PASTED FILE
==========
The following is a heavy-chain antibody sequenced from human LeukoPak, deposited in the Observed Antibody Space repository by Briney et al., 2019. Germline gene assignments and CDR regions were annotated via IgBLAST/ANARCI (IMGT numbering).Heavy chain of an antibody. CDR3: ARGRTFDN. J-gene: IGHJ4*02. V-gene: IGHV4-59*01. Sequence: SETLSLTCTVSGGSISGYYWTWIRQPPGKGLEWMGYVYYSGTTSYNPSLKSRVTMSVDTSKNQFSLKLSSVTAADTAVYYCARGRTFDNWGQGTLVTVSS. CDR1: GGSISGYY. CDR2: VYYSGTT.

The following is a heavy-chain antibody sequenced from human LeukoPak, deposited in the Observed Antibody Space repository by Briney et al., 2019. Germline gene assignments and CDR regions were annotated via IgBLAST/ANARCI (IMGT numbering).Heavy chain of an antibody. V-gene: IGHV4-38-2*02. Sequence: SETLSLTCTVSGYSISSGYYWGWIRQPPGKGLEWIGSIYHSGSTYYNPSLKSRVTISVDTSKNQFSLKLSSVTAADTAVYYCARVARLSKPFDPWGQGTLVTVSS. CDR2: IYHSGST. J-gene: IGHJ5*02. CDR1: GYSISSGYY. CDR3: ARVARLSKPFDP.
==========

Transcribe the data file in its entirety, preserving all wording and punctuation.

The following is a heavy-chain antibody sequenced from human LeukoPak, deposited in the Observed Antibody Space repository by Briney et al., 2019. Germline gene assignments and CDR regions were annotated via IgBLAST/ANARCI (IMGT numbering).Heavy chain of an antibody. CDR3: ARGRTFDN. J-gene: IGHJ4*02. V-gene: IGHV4-59*01. Sequence: SETLSLTCTVSGGSISGYYWTWIRQPPGKGLEWMGYVYYSGTTSYNPSLKSRVTMSVDTSKNQFSLKLSSVTAADTAVYYCARGRTFDNWGQGTLVTVSS. CDR1: GGSISGYY. CDR2: VYYSGTT.

The following is a heavy-chain antibody sequenced from human LeukoPak, deposited in the Observed Antibody Space repository by Briney et al., 2019. Germline gene assignments and CDR regions were annotated via IgBLAST/ANARCI (IMGT numbering).Heavy chain of an antibody. V-gene: IGHV4-38-2*02. Sequence: SETLSLTCTVSGYSISSGYYWGWIRQPPGKGLEWIGSIYHSGSTYYNPSLKSRVTISVDTSKNQFSLKLSSVTAADTAVYYCARVARLSKPFDPWGQGTLVTVSS. CDR2: IYHSGST. J-gene: IGHJ5*02. CDR1: GYSISSGYY. CDR3: ARVARLSKPFDP.